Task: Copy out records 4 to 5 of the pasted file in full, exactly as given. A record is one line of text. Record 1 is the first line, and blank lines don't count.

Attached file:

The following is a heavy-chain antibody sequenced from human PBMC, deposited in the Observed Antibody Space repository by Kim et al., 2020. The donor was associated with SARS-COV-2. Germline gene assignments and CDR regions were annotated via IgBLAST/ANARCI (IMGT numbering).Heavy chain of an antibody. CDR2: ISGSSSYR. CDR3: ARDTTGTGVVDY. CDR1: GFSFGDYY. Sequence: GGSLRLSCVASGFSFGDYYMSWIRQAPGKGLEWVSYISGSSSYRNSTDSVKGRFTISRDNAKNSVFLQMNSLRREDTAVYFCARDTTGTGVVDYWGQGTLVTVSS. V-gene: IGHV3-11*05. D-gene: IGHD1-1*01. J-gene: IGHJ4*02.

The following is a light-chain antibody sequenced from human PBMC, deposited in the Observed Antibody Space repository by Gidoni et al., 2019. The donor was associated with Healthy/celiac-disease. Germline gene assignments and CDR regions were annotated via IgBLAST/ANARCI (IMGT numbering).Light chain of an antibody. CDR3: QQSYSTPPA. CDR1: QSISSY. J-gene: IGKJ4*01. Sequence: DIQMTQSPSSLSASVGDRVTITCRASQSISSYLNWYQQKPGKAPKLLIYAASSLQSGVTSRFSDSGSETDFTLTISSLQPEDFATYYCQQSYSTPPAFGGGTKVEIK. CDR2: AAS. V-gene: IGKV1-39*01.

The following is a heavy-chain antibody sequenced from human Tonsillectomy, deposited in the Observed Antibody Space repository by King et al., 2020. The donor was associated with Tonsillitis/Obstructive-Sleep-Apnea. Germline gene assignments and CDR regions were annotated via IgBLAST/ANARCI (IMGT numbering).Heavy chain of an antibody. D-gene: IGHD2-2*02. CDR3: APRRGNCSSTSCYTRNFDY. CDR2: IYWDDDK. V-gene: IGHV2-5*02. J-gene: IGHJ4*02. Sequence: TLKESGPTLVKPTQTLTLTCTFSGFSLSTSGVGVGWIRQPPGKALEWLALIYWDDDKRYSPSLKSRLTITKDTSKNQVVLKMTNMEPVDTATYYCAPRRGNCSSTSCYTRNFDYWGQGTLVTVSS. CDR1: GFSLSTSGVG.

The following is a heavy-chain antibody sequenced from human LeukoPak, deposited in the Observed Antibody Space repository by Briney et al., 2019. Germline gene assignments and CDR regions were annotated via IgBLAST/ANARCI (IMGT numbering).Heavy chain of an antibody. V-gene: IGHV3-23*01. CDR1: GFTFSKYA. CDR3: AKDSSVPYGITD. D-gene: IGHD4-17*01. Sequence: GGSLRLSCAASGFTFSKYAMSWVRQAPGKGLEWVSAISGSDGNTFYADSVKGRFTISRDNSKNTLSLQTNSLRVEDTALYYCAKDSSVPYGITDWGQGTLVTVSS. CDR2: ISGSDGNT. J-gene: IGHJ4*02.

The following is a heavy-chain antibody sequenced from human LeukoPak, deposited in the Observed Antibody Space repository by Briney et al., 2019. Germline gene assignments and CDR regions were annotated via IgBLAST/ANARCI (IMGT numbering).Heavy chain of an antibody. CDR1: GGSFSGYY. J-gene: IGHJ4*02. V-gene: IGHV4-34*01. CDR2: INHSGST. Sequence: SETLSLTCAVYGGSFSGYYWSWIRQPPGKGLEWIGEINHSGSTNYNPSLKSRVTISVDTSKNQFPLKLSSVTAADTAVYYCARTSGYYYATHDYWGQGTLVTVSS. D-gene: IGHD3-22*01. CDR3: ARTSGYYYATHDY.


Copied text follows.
The following is a heavy-chain antibody sequenced from human LeukoPak, deposited in the Observed Antibody Space repository by Briney et al., 2019. Germline gene assignments and CDR regions were annotated via IgBLAST/ANARCI (IMGT numbering).Heavy chain of an antibody. V-gene: IGHV3-23*01. CDR1: GFTFSKYA. CDR3: AKDSSVPYGITD. D-gene: IGHD4-17*01. Sequence: GGSLRLSCAASGFTFSKYAMSWVRQAPGKGLEWVSAISGSDGNTFYADSVKGRFTISRDNSKNTLSLQTNSLRVEDTALYYCAKDSSVPYGITDWGQGTLVTVSS. CDR2: ISGSDGNT. J-gene: IGHJ4*02.

The following is a heavy-chain antibody sequenced from human LeukoPak, deposited in the Observed Antibody Space repository by Briney et al., 2019. Germline gene assignments and CDR regions were annotated via IgBLAST/ANARCI (IMGT numbering).Heavy chain of an antibody. CDR1: GGSFSGYY. J-gene: IGHJ4*02. V-gene: IGHV4-34*01. CDR2: INHSGST. Sequence: SETLSLTCAVYGGSFSGYYWSWIRQPPGKGLEWIGEINHSGSTNYNPSLKSRVTISVDTSKNQFPLKLSSVTAADTAVYYCARTSGYYYATHDYWGQGTLVTVSS. D-gene: IGHD3-22*01. CDR3: ARTSGYYYATHDY.